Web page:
The phrase, as it appears in the gospel’s and in it’s one appearance in Acts, is different than any of the uses of the phrase in the Hebrew Bible. In the Hebrew Bible the phrase never appears with the definite article. But, with Hebrew, as with Greek, the definite article is not always necessary for a word or phrase to be understood as definite. But when the definite article is given in the text then it serves a definite purpose (no pun intended) and should be given full weight. In it’s every occurrence in the gospels, with the exception of John 5:27, and in it’s only appearance in Acts, the phrase is always doubly definite, reading literally, the son of the man. The phrase in Dan. 7:13 is certainly non-definite, for definiteness is used to specify a person or thing and what specific son of man would be being denoted in the context of Daniel’s vision? A noun or phrase which is without the article in the text could be considered as definite if there was a previous mention of the same noun or phrase in the context, and so it would be pointing back to that specific noun or phrase. But such is not the case in Daniel 7. Therefore all English versions which render the phrase in Dan.7:13 as “one like the son of man” rather than “one like a son of man” are wrong.

Jesus’ application of this epithet to himself is specific, hence the double definite article. The epithet in the gospels is only ever found on the lips of Jesus; no one else calls Jesus this. Jesus never came out and said, “I am the son of man,” but rather he would refer to himself in the third person by this epithet. This is surely one reason why the phrase is definite in the gospels but not in the OT. Since Jesus is referring to a specific person – himself – then the definite article is appropriate. Whenever Jesus said, “the son of man” it was tantamount to him saying “I.” But another reason for the definiteness of the phrase is that it points back to a specific son of man, the one seen in Daniel’s vision. If this is so, how could Jesus assume this epithet if “the one like a son of man” in Daniel 7 represented the collective people of God?

The answer to this question is to be found only in the NT. In the NT we learn that not all Israelites have an automatic assurance of entrance into the kingdom age simply because they are descendants of Abraham, Isaac and Jacob. Of course, this has always been true. Just being a natural descendant of the fathers was not sufficient; one was also required to be faithful to Yahweh. What has evolved is what exactly it means to be faithful to Yahweh. Faithfulness to Yahweh had always involved a sole allegiance to him as the only God {Deut. 6:4-5, 13}, faith in his word, as given through the prophets {Ex. 14:31; 2 Chron. 20:20}, humilty and contrition before him {Is.66:2b; Ps. 51:17; Micah 6:8}, and to act justly toward your fellowman {Micah 6:8; Prov. 21:3; Hosea 12:6; Zech. 7:9-10}. But now that Messiah Jesus has come and has been made Lord, as the first man to receive immortality, one must acknowledge him as such in order to be faithful to Yahweh {Rom. 10:9-10; 1 Peter 1:21 – read “those who, through him, are faithful to God, who raised him from the dead and gave him glory… “}. From that time forward the people of God, the holy ones, are reckoned in the Messiah, Jesus. Therefore, as the one in whom the whole body of holy ones is subsumed, he stands as the preeminent holy one and representative of the whole. He is the head of the whole body and as so he stands in for the whole, much like the leader of a nation would represent the whole nation. We see a hint of this concept in Isaiah’s depiction of ‘the servant of Yahweh‘ in chapter 49:1-6:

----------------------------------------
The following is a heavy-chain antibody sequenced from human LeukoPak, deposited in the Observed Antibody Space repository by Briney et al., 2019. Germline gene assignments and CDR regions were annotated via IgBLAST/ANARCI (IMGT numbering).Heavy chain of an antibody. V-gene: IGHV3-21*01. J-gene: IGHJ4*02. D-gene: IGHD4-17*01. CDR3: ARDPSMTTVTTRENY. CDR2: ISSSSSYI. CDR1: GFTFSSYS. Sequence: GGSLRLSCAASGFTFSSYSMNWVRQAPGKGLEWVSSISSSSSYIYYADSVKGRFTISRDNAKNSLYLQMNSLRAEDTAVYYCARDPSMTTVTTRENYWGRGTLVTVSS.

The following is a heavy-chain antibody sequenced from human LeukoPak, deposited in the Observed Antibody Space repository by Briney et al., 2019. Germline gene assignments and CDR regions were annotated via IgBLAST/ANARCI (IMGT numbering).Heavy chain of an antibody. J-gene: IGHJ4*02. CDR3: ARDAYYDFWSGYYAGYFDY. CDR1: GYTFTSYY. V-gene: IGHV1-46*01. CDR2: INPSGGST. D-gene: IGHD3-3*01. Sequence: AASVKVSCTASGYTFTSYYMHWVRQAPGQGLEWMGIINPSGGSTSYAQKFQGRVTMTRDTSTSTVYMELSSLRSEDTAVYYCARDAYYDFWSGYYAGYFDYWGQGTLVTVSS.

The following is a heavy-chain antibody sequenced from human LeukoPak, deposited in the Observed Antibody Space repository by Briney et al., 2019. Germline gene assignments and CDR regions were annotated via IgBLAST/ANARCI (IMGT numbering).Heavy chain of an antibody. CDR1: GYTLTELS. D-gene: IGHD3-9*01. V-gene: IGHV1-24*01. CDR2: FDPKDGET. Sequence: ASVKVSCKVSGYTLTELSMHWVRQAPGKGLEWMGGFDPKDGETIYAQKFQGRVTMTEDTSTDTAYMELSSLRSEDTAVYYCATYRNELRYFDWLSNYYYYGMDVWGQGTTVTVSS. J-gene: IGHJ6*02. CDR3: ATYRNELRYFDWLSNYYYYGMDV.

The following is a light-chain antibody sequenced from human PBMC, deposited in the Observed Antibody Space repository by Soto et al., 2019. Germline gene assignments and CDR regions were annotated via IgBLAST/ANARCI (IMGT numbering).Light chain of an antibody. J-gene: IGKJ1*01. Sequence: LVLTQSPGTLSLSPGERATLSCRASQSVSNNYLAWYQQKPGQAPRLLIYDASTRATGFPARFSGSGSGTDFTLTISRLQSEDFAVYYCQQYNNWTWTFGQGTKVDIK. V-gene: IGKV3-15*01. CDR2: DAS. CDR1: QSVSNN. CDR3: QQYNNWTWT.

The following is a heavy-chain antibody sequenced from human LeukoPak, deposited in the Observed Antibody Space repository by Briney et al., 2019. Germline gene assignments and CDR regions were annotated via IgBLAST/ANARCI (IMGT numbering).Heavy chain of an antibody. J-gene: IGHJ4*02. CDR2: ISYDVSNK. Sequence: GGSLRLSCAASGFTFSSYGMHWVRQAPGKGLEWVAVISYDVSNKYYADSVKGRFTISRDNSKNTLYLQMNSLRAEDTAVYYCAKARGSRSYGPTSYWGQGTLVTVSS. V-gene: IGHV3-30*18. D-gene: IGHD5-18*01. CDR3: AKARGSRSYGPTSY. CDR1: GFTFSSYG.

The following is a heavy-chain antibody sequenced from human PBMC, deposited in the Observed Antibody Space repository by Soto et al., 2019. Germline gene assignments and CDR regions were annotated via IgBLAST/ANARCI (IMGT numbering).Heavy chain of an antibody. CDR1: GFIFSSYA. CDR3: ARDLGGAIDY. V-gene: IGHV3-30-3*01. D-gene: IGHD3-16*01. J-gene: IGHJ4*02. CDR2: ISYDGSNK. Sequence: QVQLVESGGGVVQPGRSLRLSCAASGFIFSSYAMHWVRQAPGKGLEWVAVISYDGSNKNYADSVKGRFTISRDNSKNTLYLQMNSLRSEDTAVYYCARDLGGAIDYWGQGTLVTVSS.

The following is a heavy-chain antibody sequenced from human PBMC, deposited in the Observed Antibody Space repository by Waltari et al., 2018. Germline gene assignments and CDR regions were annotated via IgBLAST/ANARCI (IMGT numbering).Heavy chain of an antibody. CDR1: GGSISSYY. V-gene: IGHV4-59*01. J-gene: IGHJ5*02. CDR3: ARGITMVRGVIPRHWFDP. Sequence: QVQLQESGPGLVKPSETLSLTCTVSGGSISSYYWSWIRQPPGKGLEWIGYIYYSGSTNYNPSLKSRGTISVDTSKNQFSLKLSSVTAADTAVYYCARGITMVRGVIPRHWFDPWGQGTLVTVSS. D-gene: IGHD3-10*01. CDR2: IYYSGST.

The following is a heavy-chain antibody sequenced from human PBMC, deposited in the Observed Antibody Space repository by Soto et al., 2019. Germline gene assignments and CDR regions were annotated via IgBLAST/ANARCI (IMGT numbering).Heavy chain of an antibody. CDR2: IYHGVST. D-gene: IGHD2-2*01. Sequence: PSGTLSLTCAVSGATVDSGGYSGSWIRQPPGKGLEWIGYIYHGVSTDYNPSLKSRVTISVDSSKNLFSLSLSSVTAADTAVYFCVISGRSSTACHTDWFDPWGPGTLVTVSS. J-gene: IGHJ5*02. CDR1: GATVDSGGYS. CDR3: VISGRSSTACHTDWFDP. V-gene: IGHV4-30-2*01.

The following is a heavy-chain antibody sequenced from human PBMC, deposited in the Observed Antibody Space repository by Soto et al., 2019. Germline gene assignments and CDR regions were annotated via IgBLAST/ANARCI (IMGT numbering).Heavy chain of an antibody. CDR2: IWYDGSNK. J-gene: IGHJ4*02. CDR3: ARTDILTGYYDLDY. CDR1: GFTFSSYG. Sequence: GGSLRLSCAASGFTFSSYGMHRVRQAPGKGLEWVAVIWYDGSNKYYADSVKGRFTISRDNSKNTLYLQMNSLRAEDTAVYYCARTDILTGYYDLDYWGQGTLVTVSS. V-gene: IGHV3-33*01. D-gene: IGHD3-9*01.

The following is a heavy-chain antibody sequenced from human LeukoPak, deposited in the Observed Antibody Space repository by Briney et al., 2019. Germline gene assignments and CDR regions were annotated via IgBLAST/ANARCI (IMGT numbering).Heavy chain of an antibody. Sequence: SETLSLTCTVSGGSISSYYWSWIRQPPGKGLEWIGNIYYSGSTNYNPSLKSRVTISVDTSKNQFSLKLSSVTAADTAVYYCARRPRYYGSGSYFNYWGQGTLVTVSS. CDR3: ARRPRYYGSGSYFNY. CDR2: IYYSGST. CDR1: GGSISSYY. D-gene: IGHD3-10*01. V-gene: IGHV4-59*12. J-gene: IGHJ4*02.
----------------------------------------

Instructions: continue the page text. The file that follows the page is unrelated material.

…Before I was born Yahweh called me; from my mother’s womb he has made mention of my name … He said to me, “You are my servant, Israel, in whom I will glorify myself” … And now Yahweh says – he who ordained me, from the womb, as his servant, to bring Jacob back to him and gather Israel to himself, for I am honored in the eyes of Yahweh and my God has been my strength – he says, “It is too small a thing for you to be my servant to raise up the tribes of Jacob and restore the preserved ones of Israel. I will also appoint you a light for the Gentiles, that you should be my salvation even to the ends of the earth.”

The servant of Yahweh i.e. the Messiah, is here called Israel because, I believe, he is the one in whom the ideal Israel shall finally come to be. Only in association with this one will anyone, Jew or Gentile, have an inheritance among the holy ones of God in the kingdom age. We see this same idea in John 15:1 where Jesus says “I am the true vine.” The vine was an ancient symbol for Israel {Ps. 80:8-9; Jer. 2:21} but here the Lord applies the metaphor to himself and appears to make final salvation dependent upon a vital connection to himself.